FEAST HIGHLIGHTS APOSTOLIC NATURE OF THE CATHOLIC CHURCH
St. Peter’s important role in the life and history of the Catholic Church cannot be overstated. He features prominently in the New Testament as a leader and one of Jesus’ closest companions. When Jesus said, “Follow me,” Peter did ─ even though that meant leaving his livelihood behind. With a name change, from Simon to Peter ─ a sign of a role change ─ Jesus designated Peter as the rock (foundation) upon whom he would build his church.
The teaching and preaching authority of the church was given to Peter and is handed down for all time through bishops in what is called apostolic succession. When Catholics profess the Creed at Mass, it is an assent to the apostolic (from the Greek word meaning messenger) nature of the one, holy, Catholic and apostolic church.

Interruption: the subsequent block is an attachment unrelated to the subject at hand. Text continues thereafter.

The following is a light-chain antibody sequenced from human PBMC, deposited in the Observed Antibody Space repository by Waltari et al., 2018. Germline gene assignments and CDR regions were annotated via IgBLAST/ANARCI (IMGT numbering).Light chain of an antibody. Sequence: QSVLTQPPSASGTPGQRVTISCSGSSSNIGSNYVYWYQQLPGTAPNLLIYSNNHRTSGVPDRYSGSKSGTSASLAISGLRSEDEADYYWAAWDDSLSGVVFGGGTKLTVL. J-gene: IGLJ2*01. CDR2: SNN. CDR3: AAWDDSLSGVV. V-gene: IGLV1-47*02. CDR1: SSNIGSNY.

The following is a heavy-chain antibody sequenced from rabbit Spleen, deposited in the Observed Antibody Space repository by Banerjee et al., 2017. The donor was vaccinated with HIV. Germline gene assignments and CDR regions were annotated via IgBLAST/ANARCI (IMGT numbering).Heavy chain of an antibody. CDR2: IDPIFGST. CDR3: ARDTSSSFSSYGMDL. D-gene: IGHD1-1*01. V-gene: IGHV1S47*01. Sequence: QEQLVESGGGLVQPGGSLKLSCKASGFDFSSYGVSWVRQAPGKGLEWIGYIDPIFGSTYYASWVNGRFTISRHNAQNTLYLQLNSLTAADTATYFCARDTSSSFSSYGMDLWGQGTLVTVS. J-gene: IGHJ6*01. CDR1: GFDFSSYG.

A visible sign of that succession is the presence of a cathedra (bishop’s chair) in every cathedral. In St. Peter Cathedral, the mother church of the Diocese of Erie, the cathedra has a prominent place in the sanctuary. Above it is the coat of arms Bishop Lawrence Persico, the 10th bishop of the Diocese of Erie. This is an important testament to the active presence of the Holy Spirit in the sacramental life of the church.
St. Peter is relatable as a follower of Jesus. He made mistakes, he was impulsive and gave into his fears. He maintained his commitment to Jesus and after receiving the gifts of the Holy Spirit at Pentecost, he found strength to proclaim the truth and lead the early followers to build the church to which Catholics belong.
Some of the most profound words in Scripture were said by St. Peter, “Lord, to whom shall we go? You have the words of everlasting life. We have come to believe and are convinced that you are the Holy One of God,” (Jn 6: 68-69).
Editor's note: Here is a link to more information about the Chair of St. Peter at the Vatican.